In Nicaragua, the wheat will be donated and distributed by the government. In Honduras, the wheat will be donated to and distributed by Catholic Relief Services, a private voluntary organization which carries out food assistance programs on behalf of the United States government. This wheat is part of the 2.5 million ton food aid initiative announced earlier this year by President Clinton, and it's being donated under the authority of Section 416 B of the 1949 Agriculture Act.
Secretary Glickman is deeply concerned about this disastrous situation. He's instructed our Ag attaches stationed in Central America to assess and report back to him as quickly as possible on any additional food aid needs, and the U.S. Department of Agriculture will move quickly to provide additional assistance if necessary.
In addition, we're working with Honduran and Nicaraguan officials to assemble a team of experts from within USDA to assess the damage to the agriculture infrastructure caused by these terrible storms, and clearly, it will take a great deal of effort for the people to rebuild their food production and distribution systems. And we certainly want to stand ready to provide on-site technical
Q Is there a concern about political stability in the region as a result of this disaster? Does that figure in some of the U.S. response?
MR. SCHWARTZ: I think that in circumstances like this kind of crisis, there are situations of great need, and there are situations, by definition, of desperation. And that is why we all have -- that is one of the reasons we have a paramount obligation to meet the need as quickly and as effectively as possible. But these are countries, as I said before, that were well on the road towards stable societies, democracies. And we are confident that the social cohesion and stability that comes with those sorts of transitions will be maintained.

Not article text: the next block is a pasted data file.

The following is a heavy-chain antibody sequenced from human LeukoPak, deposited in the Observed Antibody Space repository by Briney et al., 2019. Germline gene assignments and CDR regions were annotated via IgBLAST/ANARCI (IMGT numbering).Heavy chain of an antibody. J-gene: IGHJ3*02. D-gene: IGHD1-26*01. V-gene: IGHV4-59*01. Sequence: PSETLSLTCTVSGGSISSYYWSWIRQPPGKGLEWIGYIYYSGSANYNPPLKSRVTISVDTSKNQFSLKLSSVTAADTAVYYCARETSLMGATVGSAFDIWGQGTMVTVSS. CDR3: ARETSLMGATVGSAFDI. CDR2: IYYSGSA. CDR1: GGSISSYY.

Q Mr. Schwartz and Mr. Atwood, I'm Jacobo Goldstein. I'm from Honduras, so I wanted to ask you some specific questions. First of all, you said $30 million from the Department of Defense, military assistance, transport, all those things. I think you said $20 million of Title II aid. Is that the wheat and those agricultural things? You also said $16.3 million of humanitarian, I think to save lives. What is the sum total that you're announcing today between the different problems, approximately?
ADMINISTRATOR ATWOOD: Well, if you include the $3.7 million that's already been expended, that, I believe, adds up to $80 million -- $70 million, excuse me, $70 million.
Q Is this for starters? I know it sounds like a very large sum, but the destruction there is massive. So did I hear you right, that you will be assessing if more food is needed, you'll be assessing what other needs there are?
ADMINISTRATOR ATWOOD: Let me just say that this is just the initial response. It is clear that what we're doing now is making sure that the pipeline has been filled to respond to this situation. It's clear that we will need to go into a second phase, but the first response is pure humanitarian relief, trying to save lives and to avoid disease from coming into this area, and to provide some emergency shelter.
The second phase will be to assess the reconstruction needs. And this is not as if we're going into neat phases here. Some of this is undertaken simultaneously. Part of the resources that will be provided in the $16.3 I mentioned is $2 million, for example, to make the first repairs in the Tegucigalpa water system, for example, so the people will have access to water. This is going to be a serious problem, in particular, in Honduras.